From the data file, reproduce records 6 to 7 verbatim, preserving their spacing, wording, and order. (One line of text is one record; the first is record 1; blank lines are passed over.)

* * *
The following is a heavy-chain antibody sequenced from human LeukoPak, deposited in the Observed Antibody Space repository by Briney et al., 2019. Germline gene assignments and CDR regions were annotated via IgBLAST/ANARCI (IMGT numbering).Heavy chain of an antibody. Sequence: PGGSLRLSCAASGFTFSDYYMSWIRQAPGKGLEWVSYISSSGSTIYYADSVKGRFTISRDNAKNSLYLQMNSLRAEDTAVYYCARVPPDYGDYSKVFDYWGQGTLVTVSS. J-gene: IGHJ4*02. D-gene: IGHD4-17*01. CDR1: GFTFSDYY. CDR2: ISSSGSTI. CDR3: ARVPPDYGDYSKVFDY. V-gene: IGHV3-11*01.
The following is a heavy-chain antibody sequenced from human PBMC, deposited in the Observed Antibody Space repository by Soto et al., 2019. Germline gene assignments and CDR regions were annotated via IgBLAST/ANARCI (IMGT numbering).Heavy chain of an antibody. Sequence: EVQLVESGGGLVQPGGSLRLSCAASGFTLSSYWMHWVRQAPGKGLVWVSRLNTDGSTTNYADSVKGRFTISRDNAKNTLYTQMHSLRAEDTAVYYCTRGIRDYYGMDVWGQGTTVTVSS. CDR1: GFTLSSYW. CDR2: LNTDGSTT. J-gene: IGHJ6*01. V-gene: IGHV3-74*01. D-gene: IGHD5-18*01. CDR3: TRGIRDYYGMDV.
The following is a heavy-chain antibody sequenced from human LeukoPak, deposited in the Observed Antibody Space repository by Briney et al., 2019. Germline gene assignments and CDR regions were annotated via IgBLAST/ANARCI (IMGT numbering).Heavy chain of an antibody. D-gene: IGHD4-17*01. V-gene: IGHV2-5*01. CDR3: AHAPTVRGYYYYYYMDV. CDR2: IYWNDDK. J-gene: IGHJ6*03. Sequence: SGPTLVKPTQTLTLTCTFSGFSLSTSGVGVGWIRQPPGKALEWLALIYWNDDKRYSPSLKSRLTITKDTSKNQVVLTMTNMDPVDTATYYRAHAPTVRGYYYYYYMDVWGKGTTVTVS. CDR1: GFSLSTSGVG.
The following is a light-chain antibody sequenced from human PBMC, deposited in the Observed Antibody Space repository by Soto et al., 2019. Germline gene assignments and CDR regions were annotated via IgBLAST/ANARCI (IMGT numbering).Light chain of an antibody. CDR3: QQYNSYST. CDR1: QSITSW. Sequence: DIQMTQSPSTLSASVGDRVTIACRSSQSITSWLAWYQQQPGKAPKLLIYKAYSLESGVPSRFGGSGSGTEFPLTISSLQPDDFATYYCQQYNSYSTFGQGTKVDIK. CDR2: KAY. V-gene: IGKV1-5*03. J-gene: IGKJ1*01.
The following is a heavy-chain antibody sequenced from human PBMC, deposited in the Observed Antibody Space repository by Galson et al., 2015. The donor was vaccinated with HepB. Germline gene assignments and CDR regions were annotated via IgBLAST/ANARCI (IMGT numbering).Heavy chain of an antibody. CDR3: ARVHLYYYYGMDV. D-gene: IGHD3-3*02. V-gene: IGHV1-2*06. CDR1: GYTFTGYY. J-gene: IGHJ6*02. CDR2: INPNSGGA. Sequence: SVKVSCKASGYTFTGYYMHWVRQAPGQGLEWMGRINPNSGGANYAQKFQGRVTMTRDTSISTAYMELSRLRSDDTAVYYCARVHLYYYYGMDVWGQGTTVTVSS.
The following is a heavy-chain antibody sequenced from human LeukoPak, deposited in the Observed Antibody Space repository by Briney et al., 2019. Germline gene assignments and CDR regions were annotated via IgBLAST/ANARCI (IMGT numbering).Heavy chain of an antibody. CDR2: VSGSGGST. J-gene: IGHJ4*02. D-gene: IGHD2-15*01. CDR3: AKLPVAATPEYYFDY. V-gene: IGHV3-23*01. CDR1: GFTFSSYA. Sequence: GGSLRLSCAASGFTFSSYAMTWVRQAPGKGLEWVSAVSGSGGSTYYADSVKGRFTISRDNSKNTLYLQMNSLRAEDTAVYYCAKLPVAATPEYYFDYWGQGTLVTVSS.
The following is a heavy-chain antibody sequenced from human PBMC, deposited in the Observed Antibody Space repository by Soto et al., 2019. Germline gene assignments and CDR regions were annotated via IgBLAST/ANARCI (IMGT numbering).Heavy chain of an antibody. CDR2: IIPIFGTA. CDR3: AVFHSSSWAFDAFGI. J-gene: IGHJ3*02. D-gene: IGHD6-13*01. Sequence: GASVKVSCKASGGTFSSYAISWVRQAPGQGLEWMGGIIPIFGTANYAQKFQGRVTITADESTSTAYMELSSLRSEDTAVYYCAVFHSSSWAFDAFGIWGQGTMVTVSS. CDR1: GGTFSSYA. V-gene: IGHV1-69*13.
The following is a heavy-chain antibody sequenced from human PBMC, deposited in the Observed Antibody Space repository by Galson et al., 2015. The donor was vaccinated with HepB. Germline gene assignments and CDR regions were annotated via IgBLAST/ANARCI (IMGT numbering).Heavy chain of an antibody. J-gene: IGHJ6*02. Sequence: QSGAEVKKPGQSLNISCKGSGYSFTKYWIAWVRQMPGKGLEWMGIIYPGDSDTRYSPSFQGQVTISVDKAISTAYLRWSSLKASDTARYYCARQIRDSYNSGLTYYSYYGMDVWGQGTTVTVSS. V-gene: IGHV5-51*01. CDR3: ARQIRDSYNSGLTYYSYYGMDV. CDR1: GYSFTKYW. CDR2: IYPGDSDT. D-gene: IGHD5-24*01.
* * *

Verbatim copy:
The following is a heavy-chain antibody sequenced from human LeukoPak, deposited in the Observed Antibody Space repository by Briney et al., 2019. Germline gene assignments and CDR regions were annotated via IgBLAST/ANARCI (IMGT numbering).Heavy chain of an antibody. CDR2: VSGSGGST. J-gene: IGHJ4*02. D-gene: IGHD2-15*01. CDR3: AKLPVAATPEYYFDY. V-gene: IGHV3-23*01. CDR1: GFTFSSYA. Sequence: GGSLRLSCAASGFTFSSYAMTWVRQAPGKGLEWVSAVSGSGGSTYYADSVKGRFTISRDNSKNTLYLQMNSLRAEDTAVYYCAKLPVAATPEYYFDYWGQGTLVTVSS.
The following is a heavy-chain antibody sequenced from human PBMC, deposited in the Observed Antibody Space repository by Soto et al., 2019. Germline gene assignments and CDR regions were annotated via IgBLAST/ANARCI (IMGT numbering).Heavy chain of an antibody. CDR2: IIPIFGTA. CDR3: AVFHSSSWAFDAFGI. J-gene: IGHJ3*02. D-gene: IGHD6-13*01. Sequence: GASVKVSCKASGGTFSSYAISWVRQAPGQGLEWMGGIIPIFGTANYAQKFQGRVTITADESTSTAYMELSSLRSEDTAVYYCAVFHSSSWAFDAFGIWGQGTMVTVSS. CDR1: GGTFSSYA. V-gene: IGHV1-69*13.